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July 13, 2011

Bin Laden’s death and the “war on terror”

Hassan Ibrahim

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Most of us including myself will always remember where we were and what we were doing when the World Trade Center Towers fell on September 11, 2001. In fact the images are seared into our brain from either the nature of the event or the repeated Medias use of the horrific acts to continuously draw our attention.

It is unfortunate that the events of that day are as vivid in my mind as the birth of both of my daughters.  Perhaps it is the moments of extreme elation and extreme horror that are hardest to forget in this short life. 

Now if I could just remember absolutely anything about the day Osama bin Laden, the accused leader of that terrorist act was killed.

I’m not denying that some people may in fact remember that day in detail but I wouldn’t hesitate to bet that for most people that day passed by like any other.  The reason for this is because, although news worthy, bin Laden’s death will have no long lasting or major significance on the so-called “war on terror”.

Even as I write this I wonder if the time has come and past for articles to be written about bin Laden and what his death means to different people.  It has been nearly 10 years since the terrorist attacks on the World Trade Center yet books are still being written and theories are still being hashed out about what really happened that day, why it happened, and how it could happen to such a super power like the US.

The most interesting news story since bin Laden’s death is the possibility of a porno stash in the compound where he was staying.  The Americans are drowning trying to make bin Laden’s death out to be one of their greatest achievements.

President Obama perpetuated this in the speech he gave following the military operation in Pakistan: “For over two decades, bin Laden has been al Qaeda's leader and symbol, and has continued to plot attacks against our country and our friends and allies.  The death of bin Laden marks the most significant achievement to date in our nation's effort to defeat al Qaeda.”

Mr. President, almost 4500 soldiers and nearly one hundred thousand civilians have died in Iraq alone since the beginning of the “war on terror”, and the most “significant achievement” took place in a compound in Pakistan using eighty or so commandos?

It is sad that many Americans celebrated bin Laden’s death as an achievement of this magnitude, and I’m sure felt in someway everything was now going to be all right.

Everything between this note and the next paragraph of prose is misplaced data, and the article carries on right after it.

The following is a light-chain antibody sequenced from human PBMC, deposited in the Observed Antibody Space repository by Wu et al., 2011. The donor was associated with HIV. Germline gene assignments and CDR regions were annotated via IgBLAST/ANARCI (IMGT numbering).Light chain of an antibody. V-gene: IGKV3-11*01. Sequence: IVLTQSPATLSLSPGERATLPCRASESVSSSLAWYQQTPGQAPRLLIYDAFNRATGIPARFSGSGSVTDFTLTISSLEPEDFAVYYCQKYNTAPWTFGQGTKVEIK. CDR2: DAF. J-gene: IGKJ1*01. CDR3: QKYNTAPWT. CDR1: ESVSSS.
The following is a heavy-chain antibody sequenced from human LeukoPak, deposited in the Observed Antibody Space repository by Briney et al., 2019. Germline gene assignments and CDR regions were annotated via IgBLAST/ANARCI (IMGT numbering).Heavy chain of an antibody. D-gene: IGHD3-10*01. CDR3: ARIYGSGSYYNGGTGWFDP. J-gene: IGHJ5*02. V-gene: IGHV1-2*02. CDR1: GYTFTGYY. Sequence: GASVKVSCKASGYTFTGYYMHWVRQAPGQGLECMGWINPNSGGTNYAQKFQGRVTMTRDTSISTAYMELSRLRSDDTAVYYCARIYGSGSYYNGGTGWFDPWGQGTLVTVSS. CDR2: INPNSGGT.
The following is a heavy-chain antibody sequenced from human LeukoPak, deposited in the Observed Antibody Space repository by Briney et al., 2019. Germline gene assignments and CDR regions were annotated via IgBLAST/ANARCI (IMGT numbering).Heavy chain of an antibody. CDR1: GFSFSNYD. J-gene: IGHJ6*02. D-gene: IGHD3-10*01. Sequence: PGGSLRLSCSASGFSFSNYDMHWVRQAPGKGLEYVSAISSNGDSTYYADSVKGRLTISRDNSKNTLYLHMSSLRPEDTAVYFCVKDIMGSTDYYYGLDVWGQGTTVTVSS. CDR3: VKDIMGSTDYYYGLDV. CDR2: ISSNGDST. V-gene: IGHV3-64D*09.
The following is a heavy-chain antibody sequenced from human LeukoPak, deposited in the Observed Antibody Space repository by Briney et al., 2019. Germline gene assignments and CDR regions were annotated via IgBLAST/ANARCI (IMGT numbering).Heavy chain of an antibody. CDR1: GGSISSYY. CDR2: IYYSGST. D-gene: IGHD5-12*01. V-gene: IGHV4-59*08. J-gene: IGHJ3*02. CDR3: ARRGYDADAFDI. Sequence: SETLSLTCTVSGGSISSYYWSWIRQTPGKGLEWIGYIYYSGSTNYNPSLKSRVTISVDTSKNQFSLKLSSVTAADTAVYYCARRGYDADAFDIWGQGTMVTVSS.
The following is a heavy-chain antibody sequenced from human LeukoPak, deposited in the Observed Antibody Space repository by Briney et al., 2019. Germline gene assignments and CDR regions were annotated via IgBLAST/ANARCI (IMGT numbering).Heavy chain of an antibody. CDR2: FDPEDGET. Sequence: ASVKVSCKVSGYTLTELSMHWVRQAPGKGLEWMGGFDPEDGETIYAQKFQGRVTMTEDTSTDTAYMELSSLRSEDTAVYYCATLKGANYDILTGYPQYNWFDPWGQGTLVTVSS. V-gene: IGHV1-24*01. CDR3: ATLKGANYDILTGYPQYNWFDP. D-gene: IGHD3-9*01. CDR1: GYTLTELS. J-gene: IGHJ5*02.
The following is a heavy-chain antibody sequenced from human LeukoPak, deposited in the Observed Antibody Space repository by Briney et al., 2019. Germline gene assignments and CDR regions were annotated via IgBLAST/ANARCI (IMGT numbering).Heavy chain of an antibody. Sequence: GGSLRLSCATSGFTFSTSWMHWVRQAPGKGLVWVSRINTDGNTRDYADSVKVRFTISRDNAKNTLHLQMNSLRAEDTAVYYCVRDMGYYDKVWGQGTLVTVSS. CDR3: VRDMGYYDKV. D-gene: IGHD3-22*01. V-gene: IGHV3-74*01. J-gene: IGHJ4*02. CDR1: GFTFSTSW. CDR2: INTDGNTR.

“Terror” however comes from Latin verb terrere meaning “to frighten” and unfortunately this is not going to subside just because one man was killed.  Even as I write this cyber terrorism is running rampant across the globe and hypothetically it wouldn’t be outlandish to imagine al Qaeda could one day perform an act of terrorism that didn’t involve anything but a computer.

The insignificance of bin Laden’s death lies in the fact that the US or we as North Americans or perhaps those who feel that they are seeking justice haven’t won a thing.  If I’m wrong please tell me different.

I found it almost ironically coincidental that within the last month we have seen the Global Commission on Drug Policy concluded that, "The global war on drugs has failed, with devastating consequences for individuals and societies around the world.”

"Research has almost uniformly failed to show that intensified policing or sanctions have reduced either drug prevalence or drug-related harm," concluded Peter Reuter, a leading expert on drug policy.

If you replace the word “drug” with “terror” the similarities are eerie.  The war on drugs was started with the intention to get rid of the drug cartels and of course take the drugs off the streets but this never happened.

The reason it didn’t happen is the same reason why the death of the leader of al Qaeda will not curb the acts of terrorism that will inevitably happen again (of course acts of terrorism by individuals, groups and states are happening all the time they just aren’t happening on American soil).  Osama bin Laden was a reaction to foreign policies of the US and as long as those policies stay the same other bin Laden’s will be created in the future.

The operation of assassinating bin Laden was just one more of those acts that end up creating future terrorists.  It is an operation that Noam Chomsky accurately said violated “elementary norms of international law” and that there was “no attempt to apprehend the unarmed victim...” He points out that in “societies that profess some respect for law, suspects are apprehended and brought to fair trail”

It is another case of how the US as a nation totally ignored international law to achieve its goals and of course doesn’t figure on there being any consequences.  Unfortunately there are consequences and one of those was bin Laden.  His acts, though heinous, were no doubt significant because of the domino effect that they started.  His death however only knocks down one domino and will be as insignificant as the date that he died.

What date was that again?

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On July 7, 2024 in Toronto, Canada, Dimitri Lascaris delivered a speech on the right to resist oppression.

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